It is the first time I have felt so excited about this magazine that I ordered a copy before it was released.
This issue has a focus on natural dyes, a topic which fascinates me.
Living "in the wilds", I have no shortage of dye sources on my doorstep and it has long been my plan to get out there with my wicker basket and start foraging.
There has been resurgence of interest in natural dye-ing recently, with the publication of The Modern Natural Dyer by Kristine Vejar, of A Verb For Keeping Warm. I love Verb yarns, but they are rather elusive in the UK: my only skein came to me in a sock club. I am (allegedly) using it to knit P-Rex.
|Verb yarn on the right|
Pompom Magazine arrived and I immediately cast on the Iara stole by Renee Callahan.
I am using some organic merino from Queen of Purls in Glasgow - dyed UN-naturally (tsk!) a stunning shade of violet, with contrasting natural silver grey Gotland from Guthrie the sheep, who is cared for by Hooligan yarns.
I do not have enough superlatives to describe how I feel about this yarn and this pattern.
The sample copy is knit up in naturally-dyed merino DK by Anna of Gregoria Fibers, now based in Spain.
Oops - I appear to have bought the three skeins required to knit this cardigan (insert innocent face emoji here!)
There was a typo in the instructions for the mock cable, which caused me some confusion, but I contacted the designer and she was quick to help - I have added her reply to my project page on Ravelry.
So that is ongoing...
There are several other patterns in this book I intend to knit.
But it doesn't stop there.
I had an urge to hit the cauldron.
I consulted The Herb Book (mine is an older edition - I didn't realise it was back in print - woo hoo!) and from all the dye-stuffs in the immediate vicinity, the one that jumped out at me was the tansy.
Shilasdair uses tansy flowers to produce a beautiful golden yellow, but she uses an aluminium sulphate mordant.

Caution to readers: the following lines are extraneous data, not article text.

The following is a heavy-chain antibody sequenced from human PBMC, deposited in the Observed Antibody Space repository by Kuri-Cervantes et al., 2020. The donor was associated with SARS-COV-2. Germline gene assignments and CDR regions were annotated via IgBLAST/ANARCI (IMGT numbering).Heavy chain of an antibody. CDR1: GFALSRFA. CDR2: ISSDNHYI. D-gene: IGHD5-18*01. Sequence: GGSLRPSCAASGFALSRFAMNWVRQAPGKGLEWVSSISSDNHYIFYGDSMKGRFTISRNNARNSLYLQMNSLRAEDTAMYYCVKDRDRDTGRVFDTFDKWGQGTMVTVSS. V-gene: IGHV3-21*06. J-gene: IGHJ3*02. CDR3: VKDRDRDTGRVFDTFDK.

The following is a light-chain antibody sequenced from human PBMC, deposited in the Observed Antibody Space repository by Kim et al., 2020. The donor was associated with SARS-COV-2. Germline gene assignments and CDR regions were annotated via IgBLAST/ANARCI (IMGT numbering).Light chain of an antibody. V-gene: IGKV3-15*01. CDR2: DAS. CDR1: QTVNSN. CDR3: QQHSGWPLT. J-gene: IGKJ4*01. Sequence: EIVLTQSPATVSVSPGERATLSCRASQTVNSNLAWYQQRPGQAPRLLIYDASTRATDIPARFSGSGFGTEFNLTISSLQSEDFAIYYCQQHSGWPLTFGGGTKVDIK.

I was excited to read that you don't need a mordant when using the leaves... though rubber gloves are advised, as this is a powerful medicinal herb, not recommended for use by women in their reproductive years unless they have something they want to lose.
So off I wandered into the adjacent field, gathering the local crop.
The lushest leaves were of course deep within a nettle patch, in clear view of the neighbours.
Oh dear :)
I filled a 5 litre bag with leaves, which weighed in at one and a half pounds.
I chopped the leaves, boiled them up and brewed them for an hour.
I then strained off the leaves and added my pre-soaked yarn.
Noodle soup anyone?
I allowed it to simmer for half an hour, as the Herb Book suggested.
Next time I would probably leave it for longer, in hope of a stronger colour.
I rinsed until the water ran clear, and was delighted that the wool retained a beautiful sunny glow.
On the left: the undyed yarn.
On the right: my tansy-dyed version.
For my first experiment, it has turned out really well.
I intend to have another go with my second skein, brewing for longer in the hope of achieving a deeper colour.
I would like to use both skeins together to knit an autumnal shawl.
There are instructions in Pompom to dip-dye using rhubarb - I've got some of that!
And there is a bag of black kale in the fridge (though I want to eat that).
It has reached a pretty pass when I assess the contents of my fridge for eating versus dyeing!